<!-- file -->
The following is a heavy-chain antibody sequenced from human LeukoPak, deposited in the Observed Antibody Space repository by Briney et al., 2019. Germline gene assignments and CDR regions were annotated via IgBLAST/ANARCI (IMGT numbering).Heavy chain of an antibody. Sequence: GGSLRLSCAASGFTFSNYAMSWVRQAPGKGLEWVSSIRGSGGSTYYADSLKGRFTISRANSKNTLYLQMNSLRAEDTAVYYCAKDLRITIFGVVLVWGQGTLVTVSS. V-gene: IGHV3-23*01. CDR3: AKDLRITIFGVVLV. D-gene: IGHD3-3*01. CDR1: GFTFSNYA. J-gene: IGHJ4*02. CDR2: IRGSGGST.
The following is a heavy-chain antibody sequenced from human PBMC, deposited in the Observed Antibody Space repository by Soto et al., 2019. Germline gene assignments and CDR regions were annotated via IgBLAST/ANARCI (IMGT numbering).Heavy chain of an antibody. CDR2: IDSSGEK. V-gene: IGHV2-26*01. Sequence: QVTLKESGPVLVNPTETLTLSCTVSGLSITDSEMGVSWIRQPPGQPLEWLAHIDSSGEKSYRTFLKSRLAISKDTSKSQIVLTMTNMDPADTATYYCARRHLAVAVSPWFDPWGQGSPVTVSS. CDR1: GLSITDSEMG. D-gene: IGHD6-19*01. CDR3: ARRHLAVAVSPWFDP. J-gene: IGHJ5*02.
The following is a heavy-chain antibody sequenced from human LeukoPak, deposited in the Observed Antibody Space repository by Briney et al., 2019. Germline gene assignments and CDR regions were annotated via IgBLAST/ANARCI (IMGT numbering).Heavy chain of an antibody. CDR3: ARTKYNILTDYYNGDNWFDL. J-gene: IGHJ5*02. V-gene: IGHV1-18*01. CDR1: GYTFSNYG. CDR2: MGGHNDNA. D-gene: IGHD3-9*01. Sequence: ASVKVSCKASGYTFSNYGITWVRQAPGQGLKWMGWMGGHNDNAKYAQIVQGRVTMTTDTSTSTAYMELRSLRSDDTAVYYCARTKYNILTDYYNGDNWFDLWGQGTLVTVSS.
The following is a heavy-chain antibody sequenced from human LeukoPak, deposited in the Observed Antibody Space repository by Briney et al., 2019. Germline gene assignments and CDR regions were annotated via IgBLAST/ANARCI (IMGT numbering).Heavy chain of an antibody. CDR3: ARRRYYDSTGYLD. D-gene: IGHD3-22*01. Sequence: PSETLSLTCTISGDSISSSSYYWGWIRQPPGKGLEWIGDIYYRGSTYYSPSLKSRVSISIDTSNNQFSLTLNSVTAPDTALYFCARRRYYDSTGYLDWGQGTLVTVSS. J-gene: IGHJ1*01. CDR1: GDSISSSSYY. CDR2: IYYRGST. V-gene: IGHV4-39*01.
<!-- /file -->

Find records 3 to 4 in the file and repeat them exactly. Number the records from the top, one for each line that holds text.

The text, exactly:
The following is a heavy-chain antibody sequenced from human LeukoPak, deposited in the Observed Antibody Space repository by Briney et al., 2019. Germline gene assignments and CDR regions were annotated via IgBLAST/ANARCI (IMGT numbering).Heavy chain of an antibody. CDR3: ARTKYNILTDYYNGDNWFDL. J-gene: IGHJ5*02. V-gene: IGHV1-18*01. CDR1: GYTFSNYG. CDR2: MGGHNDNA. D-gene: IGHD3-9*01. Sequence: ASVKVSCKASGYTFSNYGITWVRQAPGQGLKWMGWMGGHNDNAKYAQIVQGRVTMTTDTSTSTAYMELRSLRSDDTAVYYCARTKYNILTDYYNGDNWFDLWGQGTLVTVSS.
The following is a heavy-chain antibody sequenced from human LeukoPak, deposited in the Observed Antibody Space repository by Briney et al., 2019. Germline gene assignments and CDR regions were annotated via IgBLAST/ANARCI (IMGT numbering).Heavy chain of an antibody. CDR3: ARRRYYDSTGYLD. D-gene: IGHD3-22*01. Sequence: PSETLSLTCTISGDSISSSSYYWGWIRQPPGKGLEWIGDIYYRGSTYYSPSLKSRVSISIDTSNNQFSLTLNSVTAPDTALYFCARRRYYDSTGYLDWGQGTLVTVSS. J-gene: IGHJ1*01. CDR1: GDSISSSSYY. CDR2: IYYRGST. V-gene: IGHV4-39*01.